Regency Man Monday - James Austen

Rev. James Austen (1765-1819)

What we know about James from articles quoted on Wikipedia:
  • [Jane] acquired the remainder of her education by reading books, guided by her father and her brothers James and Henry.
  • Jane, Cassandra, and their mother were left in a precarious financial situation. Edward, James, Henry, and Francis Austen pledged to make annual contributions to support their mother and sisters.
  • The epitaph composed by her brother James praises Austen's personal qualities, expresses hope for her salvation, mentions the "extraordinary endowments of her mind", but does not explicitly mention her achievements as a writer.
What we know about James from his son:
  • Her eldest brother James, my own father, had, when a very young man, at St. John’s College, Oxford, been the originator and chief supporter of a periodical paper called ‘The Loiterer,’ written somewhat on the plan of the ‘Spectator’ and its successors, but nearly confined to subjects connected with the University.  In after life he used to speak very slightingly of this early work, which he had the better right to do, as, whatever may have been the degree of their merits, the best papers had certainly been written by himself.  He was well read in English literature, had a correct taste, and wrote readily and happily, both in prose and verse.  He was more than ten years older than Jane, and had, I believe, a large share in directing her reading and forming her taste.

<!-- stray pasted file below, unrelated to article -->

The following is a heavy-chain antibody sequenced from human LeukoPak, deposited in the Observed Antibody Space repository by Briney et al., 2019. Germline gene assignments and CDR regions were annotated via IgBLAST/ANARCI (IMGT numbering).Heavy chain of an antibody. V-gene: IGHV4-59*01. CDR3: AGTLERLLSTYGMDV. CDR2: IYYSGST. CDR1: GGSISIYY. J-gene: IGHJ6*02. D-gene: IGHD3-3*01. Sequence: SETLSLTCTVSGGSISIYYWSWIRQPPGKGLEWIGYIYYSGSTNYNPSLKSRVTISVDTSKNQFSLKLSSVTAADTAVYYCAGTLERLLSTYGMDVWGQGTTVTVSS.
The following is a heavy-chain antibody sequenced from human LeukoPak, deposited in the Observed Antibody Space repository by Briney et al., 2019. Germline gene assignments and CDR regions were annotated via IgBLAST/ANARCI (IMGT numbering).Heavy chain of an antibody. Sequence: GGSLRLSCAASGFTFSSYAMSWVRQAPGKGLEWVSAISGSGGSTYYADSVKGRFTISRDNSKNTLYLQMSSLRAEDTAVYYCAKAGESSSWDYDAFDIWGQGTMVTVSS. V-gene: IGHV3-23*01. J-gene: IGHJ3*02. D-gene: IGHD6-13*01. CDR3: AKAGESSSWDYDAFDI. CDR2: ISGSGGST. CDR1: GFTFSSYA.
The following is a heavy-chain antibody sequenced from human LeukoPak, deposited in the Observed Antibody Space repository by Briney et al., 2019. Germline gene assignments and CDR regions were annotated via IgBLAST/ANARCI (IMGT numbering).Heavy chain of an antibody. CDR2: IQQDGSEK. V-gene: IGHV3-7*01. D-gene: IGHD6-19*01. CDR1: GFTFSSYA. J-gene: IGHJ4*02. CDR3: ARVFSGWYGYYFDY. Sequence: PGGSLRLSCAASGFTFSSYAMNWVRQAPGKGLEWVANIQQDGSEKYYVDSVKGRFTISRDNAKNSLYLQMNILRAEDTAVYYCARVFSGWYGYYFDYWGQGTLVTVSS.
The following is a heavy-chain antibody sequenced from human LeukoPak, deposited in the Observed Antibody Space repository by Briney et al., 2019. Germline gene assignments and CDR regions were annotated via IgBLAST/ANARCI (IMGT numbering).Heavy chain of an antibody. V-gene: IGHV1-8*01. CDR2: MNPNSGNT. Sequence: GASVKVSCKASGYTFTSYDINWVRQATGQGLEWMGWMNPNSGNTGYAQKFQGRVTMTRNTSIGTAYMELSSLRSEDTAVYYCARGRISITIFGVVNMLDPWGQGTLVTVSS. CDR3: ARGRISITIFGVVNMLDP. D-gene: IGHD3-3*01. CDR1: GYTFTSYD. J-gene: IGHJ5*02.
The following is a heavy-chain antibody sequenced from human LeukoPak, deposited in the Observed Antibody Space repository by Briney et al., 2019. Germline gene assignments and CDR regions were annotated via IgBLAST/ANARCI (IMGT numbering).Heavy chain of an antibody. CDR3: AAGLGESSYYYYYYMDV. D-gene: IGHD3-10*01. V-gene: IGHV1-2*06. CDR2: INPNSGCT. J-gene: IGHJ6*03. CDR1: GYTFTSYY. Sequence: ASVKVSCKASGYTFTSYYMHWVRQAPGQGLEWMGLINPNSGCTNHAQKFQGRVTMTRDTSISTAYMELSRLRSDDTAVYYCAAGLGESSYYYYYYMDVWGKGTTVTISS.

Author Regina Jeffers wrote a piece back in 2012 about the Literary achievements of the Austen brothers. (Jane Austen's "Literary" Brothers)

James "wrote this poem soon after the appearance of her first-published work, Sense and Sensibility, when the knowledge of Jane Austen's authorship of the novel was still confined to her family. He pretended that it was written by an unknown admirer.

To Miss Jane Austen, reputed author of Sense and Sensibility, a Novel lately published

On such Subjects, no Wonder that she should write well
In whom so united those Qualities dwell;
Where "dear Sensibility", Sterne's darling Maid,
With Sense so attemper'd is finely portray'd.
Fair Elinor's self in that Mind is exprest,
And the feelings of Marianne live in that Breast.
Oh then, gentle Lady! continue to write,
And the Sense of your Readers t' amuse and delight.
A Friend" (via

Back in 2009, Austen Prose, wrote a wonderful post on James Austen

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